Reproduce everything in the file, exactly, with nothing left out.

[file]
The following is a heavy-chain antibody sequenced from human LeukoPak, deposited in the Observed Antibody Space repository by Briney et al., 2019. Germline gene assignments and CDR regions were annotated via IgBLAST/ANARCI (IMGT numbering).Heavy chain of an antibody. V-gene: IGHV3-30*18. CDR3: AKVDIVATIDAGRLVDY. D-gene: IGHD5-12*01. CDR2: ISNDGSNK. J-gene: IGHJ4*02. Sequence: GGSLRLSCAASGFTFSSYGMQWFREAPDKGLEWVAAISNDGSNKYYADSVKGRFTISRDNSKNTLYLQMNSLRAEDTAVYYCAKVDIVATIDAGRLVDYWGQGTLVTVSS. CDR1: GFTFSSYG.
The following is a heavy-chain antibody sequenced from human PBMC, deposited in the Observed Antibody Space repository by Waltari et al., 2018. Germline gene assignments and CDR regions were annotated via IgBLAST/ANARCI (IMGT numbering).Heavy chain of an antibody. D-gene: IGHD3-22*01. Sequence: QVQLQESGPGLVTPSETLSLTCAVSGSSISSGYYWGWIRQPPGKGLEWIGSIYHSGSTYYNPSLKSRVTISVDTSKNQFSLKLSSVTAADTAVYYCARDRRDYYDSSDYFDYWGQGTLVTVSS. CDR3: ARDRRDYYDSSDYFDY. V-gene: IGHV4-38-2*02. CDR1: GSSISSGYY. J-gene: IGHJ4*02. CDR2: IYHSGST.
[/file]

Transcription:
The following is a heavy-chain antibody sequenced from human LeukoPak, deposited in the Observed Antibody Space repository by Briney et al., 2019. Germline gene assignments and CDR regions were annotated via IgBLAST/ANARCI (IMGT numbering).Heavy chain of an antibody. V-gene: IGHV3-30*18. CDR3: AKVDIVATIDAGRLVDY. D-gene: IGHD5-12*01. CDR2: ISNDGSNK. J-gene: IGHJ4*02. Sequence: GGSLRLSCAASGFTFSSYGMQWFREAPDKGLEWVAAISNDGSNKYYADSVKGRFTISRDNSKNTLYLQMNSLRAEDTAVYYCAKVDIVATIDAGRLVDYWGQGTLVTVSS. CDR1: GFTFSSYG.
The following is a heavy-chain antibody sequenced from human PBMC, deposited in the Observed Antibody Space repository by Waltari et al., 2018. Germline gene assignments and CDR regions were annotated via IgBLAST/ANARCI (IMGT numbering).Heavy chain of an antibody. D-gene: IGHD3-22*01. Sequence: QVQLQESGPGLVTPSETLSLTCAVSGSSISSGYYWGWIRQPPGKGLEWIGSIYHSGSTYYNPSLKSRVTISVDTSKNQFSLKLSSVTAADTAVYYCARDRRDYYDSSDYFDYWGQGTLVTVSS. CDR3: ARDRRDYYDSSDYFDY. V-gene: IGHV4-38-2*02. CDR1: GSSISSGYY. J-gene: IGHJ4*02. CDR2: IYHSGST.